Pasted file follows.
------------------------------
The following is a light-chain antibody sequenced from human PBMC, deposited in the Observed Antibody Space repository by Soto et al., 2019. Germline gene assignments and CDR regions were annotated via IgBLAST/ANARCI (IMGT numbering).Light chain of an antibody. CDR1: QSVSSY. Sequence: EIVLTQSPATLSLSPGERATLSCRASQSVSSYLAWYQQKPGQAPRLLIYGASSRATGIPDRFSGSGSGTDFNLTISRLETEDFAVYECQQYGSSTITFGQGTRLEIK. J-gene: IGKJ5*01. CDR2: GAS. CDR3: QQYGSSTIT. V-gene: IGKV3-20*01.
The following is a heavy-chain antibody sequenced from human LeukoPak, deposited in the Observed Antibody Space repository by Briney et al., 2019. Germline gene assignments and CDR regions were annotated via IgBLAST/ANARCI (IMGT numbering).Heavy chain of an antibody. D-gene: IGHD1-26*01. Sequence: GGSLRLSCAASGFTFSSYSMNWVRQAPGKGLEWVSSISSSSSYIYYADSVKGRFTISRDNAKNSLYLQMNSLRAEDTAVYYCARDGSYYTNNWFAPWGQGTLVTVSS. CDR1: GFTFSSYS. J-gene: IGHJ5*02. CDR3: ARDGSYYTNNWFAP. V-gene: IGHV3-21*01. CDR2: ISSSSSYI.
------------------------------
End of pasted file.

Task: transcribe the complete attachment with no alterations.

The following is a light-chain antibody sequenced from human PBMC, deposited in the Observed Antibody Space repository by Soto et al., 2019. Germline gene assignments and CDR regions were annotated via IgBLAST/ANARCI (IMGT numbering).Light chain of an antibody. CDR1: QSVSSY. Sequence: EIVLTQSPATLSLSPGERATLSCRASQSVSSYLAWYQQKPGQAPRLLIYGASSRATGIPDRFSGSGSGTDFNLTISRLETEDFAVYECQQYGSSTITFGQGTRLEIK. J-gene: IGKJ5*01. CDR2: GAS. CDR3: QQYGSSTIT. V-gene: IGKV3-20*01.
The following is a heavy-chain antibody sequenced from human LeukoPak, deposited in the Observed Antibody Space repository by Briney et al., 2019. Germline gene assignments and CDR regions were annotated via IgBLAST/ANARCI (IMGT numbering).Heavy chain of an antibody. D-gene: IGHD1-26*01. Sequence: GGSLRLSCAASGFTFSSYSMNWVRQAPGKGLEWVSSISSSSSYIYYADSVKGRFTISRDNAKNSLYLQMNSLRAEDTAVYYCARDGSYYTNNWFAPWGQGTLVTVSS. CDR1: GFTFSSYS. J-gene: IGHJ5*02. CDR3: ARDGSYYTNNWFAP. V-gene: IGHV3-21*01. CDR2: ISSSSSYI.